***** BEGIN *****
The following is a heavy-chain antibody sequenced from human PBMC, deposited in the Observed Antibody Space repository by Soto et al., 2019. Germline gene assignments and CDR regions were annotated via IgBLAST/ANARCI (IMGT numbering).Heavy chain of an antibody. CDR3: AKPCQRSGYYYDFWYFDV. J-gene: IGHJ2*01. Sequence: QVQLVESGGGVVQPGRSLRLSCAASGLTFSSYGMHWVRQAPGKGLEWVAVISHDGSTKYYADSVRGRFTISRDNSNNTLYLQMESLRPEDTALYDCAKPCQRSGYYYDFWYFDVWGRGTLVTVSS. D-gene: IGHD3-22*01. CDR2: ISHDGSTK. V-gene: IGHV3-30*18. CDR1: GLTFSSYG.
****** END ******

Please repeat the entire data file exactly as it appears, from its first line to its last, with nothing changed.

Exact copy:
The following is a heavy-chain antibody sequenced from human PBMC, deposited in the Observed Antibody Space repository by Soto et al., 2019. Germline gene assignments and CDR regions were annotated via IgBLAST/ANARCI (IMGT numbering).Heavy chain of an antibody. CDR3: AKPCQRSGYYYDFWYFDV. J-gene: IGHJ2*01. Sequence: QVQLVESGGGVVQPGRSLRLSCAASGLTFSSYGMHWVRQAPGKGLEWVAVISHDGSTKYYADSVRGRFTISRDNSNNTLYLQMESLRPEDTALYDCAKPCQRSGYYYDFWYFDVWGRGTLVTVSS. D-gene: IGHD3-22*01. CDR2: ISHDGSTK. V-gene: IGHV3-30*18. CDR1: GLTFSSYG.